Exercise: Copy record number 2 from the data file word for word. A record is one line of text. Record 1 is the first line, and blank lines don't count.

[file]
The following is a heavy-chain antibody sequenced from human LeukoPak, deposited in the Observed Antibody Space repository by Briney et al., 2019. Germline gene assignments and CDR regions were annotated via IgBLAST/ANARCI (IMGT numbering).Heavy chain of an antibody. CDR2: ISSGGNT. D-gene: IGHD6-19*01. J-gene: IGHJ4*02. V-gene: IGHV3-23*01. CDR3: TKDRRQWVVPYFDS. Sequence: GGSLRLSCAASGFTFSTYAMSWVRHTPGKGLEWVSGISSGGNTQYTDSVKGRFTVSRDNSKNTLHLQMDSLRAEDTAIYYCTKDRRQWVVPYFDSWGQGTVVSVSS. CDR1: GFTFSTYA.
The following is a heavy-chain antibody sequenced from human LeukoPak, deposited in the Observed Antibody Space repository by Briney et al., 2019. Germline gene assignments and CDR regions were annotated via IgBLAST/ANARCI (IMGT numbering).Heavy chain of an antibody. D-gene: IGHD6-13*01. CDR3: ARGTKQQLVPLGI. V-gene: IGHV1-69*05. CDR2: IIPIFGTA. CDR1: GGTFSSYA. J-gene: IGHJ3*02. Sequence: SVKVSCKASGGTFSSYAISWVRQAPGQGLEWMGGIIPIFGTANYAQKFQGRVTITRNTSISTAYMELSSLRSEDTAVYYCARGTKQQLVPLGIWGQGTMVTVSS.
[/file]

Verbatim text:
The following is a heavy-chain antibody sequenced from human LeukoPak, deposited in the Observed Antibody Space repository by Briney et al., 2019. Germline gene assignments and CDR regions were annotated via IgBLAST/ANARCI (IMGT numbering).Heavy chain of an antibody. D-gene: IGHD6-13*01. CDR3: ARGTKQQLVPLGI. V-gene: IGHV1-69*05. CDR2: IIPIFGTA. CDR1: GGTFSSYA. J-gene: IGHJ3*02. Sequence: SVKVSCKASGGTFSSYAISWVRQAPGQGLEWMGGIIPIFGTANYAQKFQGRVTITRNTSISTAYMELSSLRSEDTAVYYCARGTKQQLVPLGIWGQGTMVTVSS.